“Online learning not accessible to everyone“, Zimbabwean students complained during a recent virtual dialogue about the impact of lockdown on students organized by the Youth Empowerment and Transformation Trust (YETT).
Since the closure of tertiary institutions in March, eLearning has become the learning modality. Utilizing electronic technologies, students can access educational curriculum outside of a traditional classroom. In most cases, this format of learning refers to a course, program or degree delivered completely online.
Andrea Medaas, a YETT programme advisor, said that the dialogue achieved its objective as it generated recommendations that aimed to highlight the challenges students and institutions are facing as a result of the COVID-19 pandemic.
Online learning not accessible, what’s the solution?
One of the major problems addressed was access to internet networks and data costs. Students commended that e-learning was only a good option to learning if everyone could be able to access it. There are many students who reside in rural or remote areas, thus the difficulty to access e-learning platforms is a foremost concern.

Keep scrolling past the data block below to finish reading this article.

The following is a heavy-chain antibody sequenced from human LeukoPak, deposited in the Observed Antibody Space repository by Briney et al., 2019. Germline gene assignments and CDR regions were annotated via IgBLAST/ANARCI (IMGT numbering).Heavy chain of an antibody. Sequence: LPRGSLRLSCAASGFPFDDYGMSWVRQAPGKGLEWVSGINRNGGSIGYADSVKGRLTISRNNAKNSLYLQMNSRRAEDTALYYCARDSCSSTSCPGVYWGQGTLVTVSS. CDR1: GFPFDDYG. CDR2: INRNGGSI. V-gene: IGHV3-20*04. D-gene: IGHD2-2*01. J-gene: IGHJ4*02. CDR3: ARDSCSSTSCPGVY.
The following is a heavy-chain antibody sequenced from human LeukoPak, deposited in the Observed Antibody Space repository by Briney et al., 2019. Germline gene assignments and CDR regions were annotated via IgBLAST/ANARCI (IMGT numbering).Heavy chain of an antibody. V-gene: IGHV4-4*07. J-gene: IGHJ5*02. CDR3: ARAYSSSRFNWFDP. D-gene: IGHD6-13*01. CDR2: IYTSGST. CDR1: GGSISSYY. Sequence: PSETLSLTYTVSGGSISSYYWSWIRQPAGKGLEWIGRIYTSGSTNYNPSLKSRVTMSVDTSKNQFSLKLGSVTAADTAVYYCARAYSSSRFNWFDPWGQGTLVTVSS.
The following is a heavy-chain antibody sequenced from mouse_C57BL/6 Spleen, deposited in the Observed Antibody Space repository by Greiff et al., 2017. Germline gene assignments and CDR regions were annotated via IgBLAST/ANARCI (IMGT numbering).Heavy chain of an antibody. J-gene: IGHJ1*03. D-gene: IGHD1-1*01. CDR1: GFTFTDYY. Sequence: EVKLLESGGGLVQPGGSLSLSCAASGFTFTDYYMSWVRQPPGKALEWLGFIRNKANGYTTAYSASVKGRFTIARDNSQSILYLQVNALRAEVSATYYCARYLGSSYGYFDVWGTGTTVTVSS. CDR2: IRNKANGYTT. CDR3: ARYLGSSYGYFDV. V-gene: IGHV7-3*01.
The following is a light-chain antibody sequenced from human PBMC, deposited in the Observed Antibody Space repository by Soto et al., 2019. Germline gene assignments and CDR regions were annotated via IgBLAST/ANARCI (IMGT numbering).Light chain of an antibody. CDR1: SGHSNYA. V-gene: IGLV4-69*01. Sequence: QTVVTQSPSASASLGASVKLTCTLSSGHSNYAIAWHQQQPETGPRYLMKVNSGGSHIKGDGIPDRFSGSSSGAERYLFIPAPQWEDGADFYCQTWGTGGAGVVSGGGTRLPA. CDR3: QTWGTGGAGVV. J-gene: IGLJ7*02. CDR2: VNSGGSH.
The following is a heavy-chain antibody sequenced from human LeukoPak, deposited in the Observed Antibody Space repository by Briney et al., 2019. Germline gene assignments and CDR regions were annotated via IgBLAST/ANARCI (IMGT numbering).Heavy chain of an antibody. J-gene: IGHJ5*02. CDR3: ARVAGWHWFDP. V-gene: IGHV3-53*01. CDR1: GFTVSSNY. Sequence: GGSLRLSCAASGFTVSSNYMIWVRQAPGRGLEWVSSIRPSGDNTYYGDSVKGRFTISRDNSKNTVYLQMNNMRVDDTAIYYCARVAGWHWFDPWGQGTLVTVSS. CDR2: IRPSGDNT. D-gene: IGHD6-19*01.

One student said:
Online learning exposes the social differences between many students. Financial instability now hinders most students from exercising their right to education.
The poor power supply was highlighted as another major challenge as electricity is usually seldom available during the day in Zimbabwe.
Anxiety over the reopening of campuses
On 22 June, Minister of Higher and Tertiary Education, Professor Amon Murwira announced that Zimbabwean universities and colleges will reopen on 13 July after three months of school closure.
A participant of the virtual dialogue, Lindiwe Maphosa, who then represented the Ministry of Higher and Tertiary Education, Innovation, Science and Technology Development, showed her empathy for and also understanding of the students’ predicaments. She also agreed that it was a difficult and demanding time for students.
She further said that the ministry and institutions are working with service providers to come up with long-lasting affordable solutions to network costs so that the students should no longer complain about online learning not accessible to everyone.